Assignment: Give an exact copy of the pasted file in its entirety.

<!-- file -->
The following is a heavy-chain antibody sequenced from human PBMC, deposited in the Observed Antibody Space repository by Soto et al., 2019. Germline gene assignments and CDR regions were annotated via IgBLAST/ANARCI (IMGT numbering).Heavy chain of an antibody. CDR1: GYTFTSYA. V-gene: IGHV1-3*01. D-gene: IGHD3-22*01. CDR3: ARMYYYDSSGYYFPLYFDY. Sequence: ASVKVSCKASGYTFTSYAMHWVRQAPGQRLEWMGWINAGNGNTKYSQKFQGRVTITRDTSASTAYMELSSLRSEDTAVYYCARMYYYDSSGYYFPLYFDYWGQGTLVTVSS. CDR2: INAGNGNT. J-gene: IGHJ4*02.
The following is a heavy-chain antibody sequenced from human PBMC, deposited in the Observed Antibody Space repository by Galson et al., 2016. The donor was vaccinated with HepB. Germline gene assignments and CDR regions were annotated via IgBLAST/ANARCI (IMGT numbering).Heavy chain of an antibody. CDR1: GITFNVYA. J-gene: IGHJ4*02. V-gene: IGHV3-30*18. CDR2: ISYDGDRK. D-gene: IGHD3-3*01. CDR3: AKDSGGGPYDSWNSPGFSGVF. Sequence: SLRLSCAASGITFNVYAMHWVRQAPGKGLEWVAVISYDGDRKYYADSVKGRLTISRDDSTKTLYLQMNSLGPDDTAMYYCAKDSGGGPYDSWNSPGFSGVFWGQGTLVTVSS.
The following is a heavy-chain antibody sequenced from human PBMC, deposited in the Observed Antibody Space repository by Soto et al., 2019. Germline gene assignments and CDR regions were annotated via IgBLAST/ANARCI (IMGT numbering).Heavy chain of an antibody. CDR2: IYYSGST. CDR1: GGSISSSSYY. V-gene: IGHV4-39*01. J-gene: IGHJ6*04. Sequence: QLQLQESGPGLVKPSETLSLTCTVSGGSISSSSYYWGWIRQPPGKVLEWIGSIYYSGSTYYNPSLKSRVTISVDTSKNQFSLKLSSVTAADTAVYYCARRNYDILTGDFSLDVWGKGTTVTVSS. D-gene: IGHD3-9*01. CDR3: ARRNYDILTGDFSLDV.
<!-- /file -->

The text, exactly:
The following is a heavy-chain antibody sequenced from human PBMC, deposited in the Observed Antibody Space repository by Soto et al., 2019. Germline gene assignments and CDR regions were annotated via IgBLAST/ANARCI (IMGT numbering).Heavy chain of an antibody. CDR1: GYTFTSYA. V-gene: IGHV1-3*01. D-gene: IGHD3-22*01. CDR3: ARMYYYDSSGYYFPLYFDY. Sequence: ASVKVSCKASGYTFTSYAMHWVRQAPGQRLEWMGWINAGNGNTKYSQKFQGRVTITRDTSASTAYMELSSLRSEDTAVYYCARMYYYDSSGYYFPLYFDYWGQGTLVTVSS. CDR2: INAGNGNT. J-gene: IGHJ4*02.
The following is a heavy-chain antibody sequenced from human PBMC, deposited in the Observed Antibody Space repository by Galson et al., 2016. The donor was vaccinated with HepB. Germline gene assignments and CDR regions were annotated via IgBLAST/ANARCI (IMGT numbering).Heavy chain of an antibody. CDR1: GITFNVYA. J-gene: IGHJ4*02. V-gene: IGHV3-30*18. CDR2: ISYDGDRK. D-gene: IGHD3-3*01. CDR3: AKDSGGGPYDSWNSPGFSGVF. Sequence: SLRLSCAASGITFNVYAMHWVRQAPGKGLEWVAVISYDGDRKYYADSVKGRLTISRDDSTKTLYLQMNSLGPDDTAMYYCAKDSGGGPYDSWNSPGFSGVFWGQGTLVTVSS.
The following is a heavy-chain antibody sequenced from human PBMC, deposited in the Observed Antibody Space repository by Soto et al., 2019. Germline gene assignments and CDR regions were annotated via IgBLAST/ANARCI (IMGT numbering).Heavy chain of an antibody. CDR2: IYYSGST. CDR1: GGSISSSSYY. V-gene: IGHV4-39*01. J-gene: IGHJ6*04. Sequence: QLQLQESGPGLVKPSETLSLTCTVSGGSISSSSYYWGWIRQPPGKVLEWIGSIYYSGSTYYNPSLKSRVTISVDTSKNQFSLKLSSVTAADTAVYYCARRNYDILTGDFSLDVWGKGTTVTVSS. D-gene: IGHD3-9*01. CDR3: ARRNYDILTGDFSLDV.